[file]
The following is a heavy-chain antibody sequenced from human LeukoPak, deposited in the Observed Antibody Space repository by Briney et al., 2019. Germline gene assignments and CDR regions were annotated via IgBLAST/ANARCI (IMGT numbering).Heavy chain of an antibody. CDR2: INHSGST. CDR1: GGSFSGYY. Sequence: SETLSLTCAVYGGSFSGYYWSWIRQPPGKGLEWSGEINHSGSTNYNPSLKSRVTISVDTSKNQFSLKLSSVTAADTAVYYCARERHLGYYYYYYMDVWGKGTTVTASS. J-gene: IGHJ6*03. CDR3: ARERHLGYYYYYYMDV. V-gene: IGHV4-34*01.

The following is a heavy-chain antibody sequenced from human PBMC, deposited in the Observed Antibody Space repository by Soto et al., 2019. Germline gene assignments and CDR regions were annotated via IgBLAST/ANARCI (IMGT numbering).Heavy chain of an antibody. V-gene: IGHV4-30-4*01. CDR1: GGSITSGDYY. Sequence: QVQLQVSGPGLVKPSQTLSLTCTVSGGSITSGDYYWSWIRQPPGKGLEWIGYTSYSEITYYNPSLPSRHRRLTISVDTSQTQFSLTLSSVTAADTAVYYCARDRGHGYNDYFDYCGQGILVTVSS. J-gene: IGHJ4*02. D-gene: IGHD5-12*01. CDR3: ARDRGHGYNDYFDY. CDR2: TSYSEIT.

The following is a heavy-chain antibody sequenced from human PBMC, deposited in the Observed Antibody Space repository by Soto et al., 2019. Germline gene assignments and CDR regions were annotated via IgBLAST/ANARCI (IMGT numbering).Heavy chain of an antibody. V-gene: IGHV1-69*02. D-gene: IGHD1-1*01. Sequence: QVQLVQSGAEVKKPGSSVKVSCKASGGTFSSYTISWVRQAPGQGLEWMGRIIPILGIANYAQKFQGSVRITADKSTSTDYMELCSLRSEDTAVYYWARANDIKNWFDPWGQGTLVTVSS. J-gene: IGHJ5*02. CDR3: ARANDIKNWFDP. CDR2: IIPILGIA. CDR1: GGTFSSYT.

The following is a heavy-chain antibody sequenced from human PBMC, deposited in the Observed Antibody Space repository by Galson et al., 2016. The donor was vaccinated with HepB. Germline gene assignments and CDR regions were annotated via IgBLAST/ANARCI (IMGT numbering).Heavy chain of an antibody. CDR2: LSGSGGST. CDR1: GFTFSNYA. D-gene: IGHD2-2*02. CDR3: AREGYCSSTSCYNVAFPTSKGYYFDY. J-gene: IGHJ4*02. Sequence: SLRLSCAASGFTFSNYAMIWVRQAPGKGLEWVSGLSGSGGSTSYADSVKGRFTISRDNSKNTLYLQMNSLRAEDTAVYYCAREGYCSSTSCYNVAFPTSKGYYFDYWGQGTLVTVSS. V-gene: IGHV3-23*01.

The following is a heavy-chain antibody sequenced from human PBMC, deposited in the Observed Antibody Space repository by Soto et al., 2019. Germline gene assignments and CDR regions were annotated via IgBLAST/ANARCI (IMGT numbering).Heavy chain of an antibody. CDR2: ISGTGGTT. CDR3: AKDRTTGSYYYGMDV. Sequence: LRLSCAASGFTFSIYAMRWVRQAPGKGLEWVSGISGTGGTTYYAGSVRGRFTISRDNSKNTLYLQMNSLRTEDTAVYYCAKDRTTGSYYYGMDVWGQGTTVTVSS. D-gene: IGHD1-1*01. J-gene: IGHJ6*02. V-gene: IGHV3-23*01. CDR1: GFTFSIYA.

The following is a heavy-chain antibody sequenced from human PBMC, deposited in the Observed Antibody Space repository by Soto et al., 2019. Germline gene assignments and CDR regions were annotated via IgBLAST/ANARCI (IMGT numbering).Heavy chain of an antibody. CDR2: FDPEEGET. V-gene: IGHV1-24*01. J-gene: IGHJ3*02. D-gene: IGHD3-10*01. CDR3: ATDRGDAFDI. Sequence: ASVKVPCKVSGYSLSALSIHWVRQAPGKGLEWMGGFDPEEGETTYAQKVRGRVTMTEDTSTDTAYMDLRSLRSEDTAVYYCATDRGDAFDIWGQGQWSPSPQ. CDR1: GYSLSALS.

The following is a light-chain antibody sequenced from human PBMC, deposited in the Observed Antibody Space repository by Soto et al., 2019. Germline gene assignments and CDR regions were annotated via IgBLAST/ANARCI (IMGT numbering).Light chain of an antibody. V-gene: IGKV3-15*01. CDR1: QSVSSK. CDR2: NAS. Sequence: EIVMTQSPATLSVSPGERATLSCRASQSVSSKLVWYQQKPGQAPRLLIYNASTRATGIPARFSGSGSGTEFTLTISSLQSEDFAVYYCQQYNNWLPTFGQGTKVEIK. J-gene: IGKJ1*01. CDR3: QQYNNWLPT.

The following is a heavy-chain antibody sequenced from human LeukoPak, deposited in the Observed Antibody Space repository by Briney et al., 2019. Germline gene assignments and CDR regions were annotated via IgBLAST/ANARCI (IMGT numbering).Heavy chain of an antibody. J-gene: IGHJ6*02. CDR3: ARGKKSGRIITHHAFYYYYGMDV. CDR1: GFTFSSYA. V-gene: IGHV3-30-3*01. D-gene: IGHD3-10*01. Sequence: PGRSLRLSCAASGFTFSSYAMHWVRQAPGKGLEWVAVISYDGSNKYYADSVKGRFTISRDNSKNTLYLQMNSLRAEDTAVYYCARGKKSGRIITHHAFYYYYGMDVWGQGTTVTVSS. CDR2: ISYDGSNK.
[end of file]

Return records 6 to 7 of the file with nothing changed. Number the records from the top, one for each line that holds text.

The following is a heavy-chain antibody sequenced from human PBMC, deposited in the Observed Antibody Space repository by Soto et al., 2019. Germline gene assignments and CDR regions were annotated via IgBLAST/ANARCI (IMGT numbering).Heavy chain of an antibody. CDR2: FDPEEGET. V-gene: IGHV1-24*01. J-gene: IGHJ3*02. D-gene: IGHD3-10*01. CDR3: ATDRGDAFDI. Sequence: ASVKVPCKVSGYSLSALSIHWVRQAPGKGLEWMGGFDPEEGETTYAQKVRGRVTMTEDTSTDTAYMDLRSLRSEDTAVYYCATDRGDAFDIWGQGQWSPSPQ. CDR1: GYSLSALS.

The following is a light-chain antibody sequenced from human PBMC, deposited in the Observed Antibody Space repository by Soto et al., 2019. Germline gene assignments and CDR regions were annotated via IgBLAST/ANARCI (IMGT numbering).Light chain of an antibody. V-gene: IGKV3-15*01. CDR1: QSVSSK. CDR2: NAS. Sequence: EIVMTQSPATLSVSPGERATLSCRASQSVSSKLVWYQQKPGQAPRLLIYNASTRATGIPARFSGSGSGTEFTLTISSLQSEDFAVYYCQQYNNWLPTFGQGTKVEIK. J-gene: IGKJ1*01. CDR3: QQYNNWLPT.